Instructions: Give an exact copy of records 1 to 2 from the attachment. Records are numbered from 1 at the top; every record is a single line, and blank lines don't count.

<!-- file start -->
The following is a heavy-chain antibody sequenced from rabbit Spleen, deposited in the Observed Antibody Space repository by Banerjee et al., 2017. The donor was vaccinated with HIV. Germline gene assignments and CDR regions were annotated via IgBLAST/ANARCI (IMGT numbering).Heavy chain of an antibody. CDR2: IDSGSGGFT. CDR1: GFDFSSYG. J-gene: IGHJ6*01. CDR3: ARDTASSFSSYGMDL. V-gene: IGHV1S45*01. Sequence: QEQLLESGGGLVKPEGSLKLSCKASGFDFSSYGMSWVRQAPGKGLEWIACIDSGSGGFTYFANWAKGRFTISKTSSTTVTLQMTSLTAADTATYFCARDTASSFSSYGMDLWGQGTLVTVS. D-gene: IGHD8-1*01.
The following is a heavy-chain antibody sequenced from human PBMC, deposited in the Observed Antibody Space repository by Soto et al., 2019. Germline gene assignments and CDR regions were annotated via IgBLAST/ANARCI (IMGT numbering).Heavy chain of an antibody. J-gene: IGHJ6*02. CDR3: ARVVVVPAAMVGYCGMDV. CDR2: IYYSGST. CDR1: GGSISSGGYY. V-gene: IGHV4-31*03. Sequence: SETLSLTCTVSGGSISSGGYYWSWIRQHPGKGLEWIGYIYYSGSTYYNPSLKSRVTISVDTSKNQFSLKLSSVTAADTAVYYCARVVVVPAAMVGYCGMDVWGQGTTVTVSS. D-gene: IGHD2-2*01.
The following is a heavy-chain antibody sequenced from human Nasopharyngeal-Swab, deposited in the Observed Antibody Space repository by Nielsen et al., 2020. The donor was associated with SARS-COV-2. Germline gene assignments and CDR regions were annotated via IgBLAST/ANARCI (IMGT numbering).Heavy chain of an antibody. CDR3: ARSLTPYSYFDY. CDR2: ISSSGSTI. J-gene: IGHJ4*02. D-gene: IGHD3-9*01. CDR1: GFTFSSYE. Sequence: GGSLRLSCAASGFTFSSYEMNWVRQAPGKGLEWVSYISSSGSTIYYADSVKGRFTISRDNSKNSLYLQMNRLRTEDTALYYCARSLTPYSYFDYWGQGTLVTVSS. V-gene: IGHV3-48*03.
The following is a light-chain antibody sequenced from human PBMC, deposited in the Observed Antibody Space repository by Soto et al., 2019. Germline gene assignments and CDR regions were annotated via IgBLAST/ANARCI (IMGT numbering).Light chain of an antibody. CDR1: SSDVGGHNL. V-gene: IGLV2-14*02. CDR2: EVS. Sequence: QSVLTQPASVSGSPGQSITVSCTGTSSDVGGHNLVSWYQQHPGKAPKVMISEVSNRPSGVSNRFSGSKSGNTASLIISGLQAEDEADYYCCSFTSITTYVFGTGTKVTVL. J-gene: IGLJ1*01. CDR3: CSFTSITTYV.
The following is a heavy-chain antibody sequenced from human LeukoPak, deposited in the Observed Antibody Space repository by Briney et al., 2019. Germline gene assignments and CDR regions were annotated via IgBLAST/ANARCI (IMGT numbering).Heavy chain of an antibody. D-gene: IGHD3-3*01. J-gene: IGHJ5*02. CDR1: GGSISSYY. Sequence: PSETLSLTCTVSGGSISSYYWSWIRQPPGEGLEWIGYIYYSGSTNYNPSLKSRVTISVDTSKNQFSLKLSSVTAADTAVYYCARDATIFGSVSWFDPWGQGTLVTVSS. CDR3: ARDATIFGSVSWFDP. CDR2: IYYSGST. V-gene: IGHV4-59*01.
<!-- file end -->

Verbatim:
The following is a heavy-chain antibody sequenced from rabbit Spleen, deposited in the Observed Antibody Space repository by Banerjee et al., 2017. The donor was vaccinated with HIV. Germline gene assignments and CDR regions were annotated via IgBLAST/ANARCI (IMGT numbering).Heavy chain of an antibody. CDR2: IDSGSGGFT. CDR1: GFDFSSYG. J-gene: IGHJ6*01. CDR3: ARDTASSFSSYGMDL. V-gene: IGHV1S45*01. Sequence: QEQLLESGGGLVKPEGSLKLSCKASGFDFSSYGMSWVRQAPGKGLEWIACIDSGSGGFTYFANWAKGRFTISKTSSTTVTLQMTSLTAADTATYFCARDTASSFSSYGMDLWGQGTLVTVS. D-gene: IGHD8-1*01.
The following is a heavy-chain antibody sequenced from human PBMC, deposited in the Observed Antibody Space repository by Soto et al., 2019. Germline gene assignments and CDR regions were annotated via IgBLAST/ANARCI (IMGT numbering).Heavy chain of an antibody. J-gene: IGHJ6*02. CDR3: ARVVVVPAAMVGYCGMDV. CDR2: IYYSGST. CDR1: GGSISSGGYY. V-gene: IGHV4-31*03. Sequence: SETLSLTCTVSGGSISSGGYYWSWIRQHPGKGLEWIGYIYYSGSTYYNPSLKSRVTISVDTSKNQFSLKLSSVTAADTAVYYCARVVVVPAAMVGYCGMDVWGQGTTVTVSS. D-gene: IGHD2-2*01.